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Defining International Terrorism : Between State Sovereignty and Cosmopolitanism (Hardcover) (Stella
About this item
This book is an attempt to approach the issue of defining international terrorism, proposing
that the most workable way to do so is to achieve due balance between the two principal driving
forces of international law developments: State sovereignty interests and cosmopolitan ideals.
All those who aspire to the promotion of international criminal justice and the fight against
impunity agree that the formulation of a universal definition of international terrorism willfurther enhance the fight against terrorism and offer a universally acceptable legal framework
within which this fight can be conducted.
Discussed in an in-depth manner are, for instance, the UN Charter Provisions, the Rome
Statute and the principle of complementarity, the Kampala amendments on the crime of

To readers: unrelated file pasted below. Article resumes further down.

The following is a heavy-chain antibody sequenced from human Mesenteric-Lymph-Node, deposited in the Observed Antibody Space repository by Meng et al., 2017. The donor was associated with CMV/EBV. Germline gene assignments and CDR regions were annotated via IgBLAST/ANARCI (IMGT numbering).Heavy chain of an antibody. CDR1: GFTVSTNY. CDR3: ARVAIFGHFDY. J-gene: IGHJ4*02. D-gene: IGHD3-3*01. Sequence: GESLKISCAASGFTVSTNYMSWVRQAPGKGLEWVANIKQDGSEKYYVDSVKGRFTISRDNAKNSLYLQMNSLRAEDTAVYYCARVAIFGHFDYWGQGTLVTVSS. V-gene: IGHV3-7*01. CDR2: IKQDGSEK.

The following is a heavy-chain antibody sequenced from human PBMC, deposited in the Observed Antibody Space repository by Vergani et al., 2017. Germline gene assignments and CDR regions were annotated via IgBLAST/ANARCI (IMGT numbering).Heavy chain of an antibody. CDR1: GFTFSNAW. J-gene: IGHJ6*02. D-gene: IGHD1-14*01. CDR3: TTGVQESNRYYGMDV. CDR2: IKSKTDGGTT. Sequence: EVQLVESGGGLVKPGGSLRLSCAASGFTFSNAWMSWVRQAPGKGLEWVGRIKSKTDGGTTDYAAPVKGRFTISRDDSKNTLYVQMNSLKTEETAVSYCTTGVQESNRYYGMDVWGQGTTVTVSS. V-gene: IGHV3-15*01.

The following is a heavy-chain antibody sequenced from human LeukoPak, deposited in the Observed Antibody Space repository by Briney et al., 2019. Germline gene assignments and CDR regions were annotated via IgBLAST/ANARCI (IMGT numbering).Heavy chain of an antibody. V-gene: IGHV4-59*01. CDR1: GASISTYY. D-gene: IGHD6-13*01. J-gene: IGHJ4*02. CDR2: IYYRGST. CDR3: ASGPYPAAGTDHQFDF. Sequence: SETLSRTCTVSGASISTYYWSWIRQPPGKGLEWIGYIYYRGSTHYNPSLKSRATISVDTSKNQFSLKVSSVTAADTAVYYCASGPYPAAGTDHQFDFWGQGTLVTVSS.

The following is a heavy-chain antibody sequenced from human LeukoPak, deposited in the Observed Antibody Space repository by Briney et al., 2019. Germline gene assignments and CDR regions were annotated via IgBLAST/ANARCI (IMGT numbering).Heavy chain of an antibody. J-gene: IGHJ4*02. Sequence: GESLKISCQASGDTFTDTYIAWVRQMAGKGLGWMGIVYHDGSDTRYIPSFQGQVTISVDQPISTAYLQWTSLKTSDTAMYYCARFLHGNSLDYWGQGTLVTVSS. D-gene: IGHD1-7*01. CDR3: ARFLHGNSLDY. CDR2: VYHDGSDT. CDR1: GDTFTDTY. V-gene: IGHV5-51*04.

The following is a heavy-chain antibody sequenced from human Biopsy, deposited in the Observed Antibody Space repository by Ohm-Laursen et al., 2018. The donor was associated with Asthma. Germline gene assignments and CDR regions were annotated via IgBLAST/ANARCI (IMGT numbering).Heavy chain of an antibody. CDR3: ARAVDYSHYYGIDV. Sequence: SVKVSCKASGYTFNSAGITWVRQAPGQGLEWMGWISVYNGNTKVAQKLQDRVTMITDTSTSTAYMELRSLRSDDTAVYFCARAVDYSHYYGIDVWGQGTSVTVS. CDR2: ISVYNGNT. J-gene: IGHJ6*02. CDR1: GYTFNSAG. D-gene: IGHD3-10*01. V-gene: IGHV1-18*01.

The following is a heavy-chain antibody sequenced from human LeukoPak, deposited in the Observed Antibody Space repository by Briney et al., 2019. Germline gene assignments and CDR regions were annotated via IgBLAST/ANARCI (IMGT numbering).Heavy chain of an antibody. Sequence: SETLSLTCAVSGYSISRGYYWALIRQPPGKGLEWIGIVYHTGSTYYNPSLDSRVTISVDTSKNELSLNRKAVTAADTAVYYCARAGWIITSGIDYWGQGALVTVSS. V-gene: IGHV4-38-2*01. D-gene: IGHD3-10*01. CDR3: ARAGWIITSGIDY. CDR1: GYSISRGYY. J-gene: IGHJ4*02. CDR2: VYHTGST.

aggression, the paradigms of aggression and terrorism, and prominent anti-terroristSecurity Council Resolutions such as Resolution 1368 and Resolution 1373.
The volume broadens the reader’s understanding on how State sovereignty interests
and priorities as well as ideals of cosmopolitanism have influenced the development of
international law in general and international criminal law in particular. Furthermore,
it simplifies the complicated picture of defining international crimes by explaining how
the ‘State sovereignty’ and ‘Cosmopolitanism’ dynamics have also been of relevance
throughout the drafting process of the definition of the crime of aggression for the
purposes of the Rome Statute for the International Criminal Court. In addition, it
equips the reader with an understanding of the reasons behind the lack of an international
definition for terrorism and suggests an appropriate context within whichsuch a definition can take shape.
It intends to appeal to academics and students with an interest in international criminal
law and the international criminal justice system, international law and security, but
also to anyone with an interest in transnational crime and counter-terrorism.
Stella Margariti has recently graduated from the University of Dundee where she
attained the title of Doctor from the School of Law.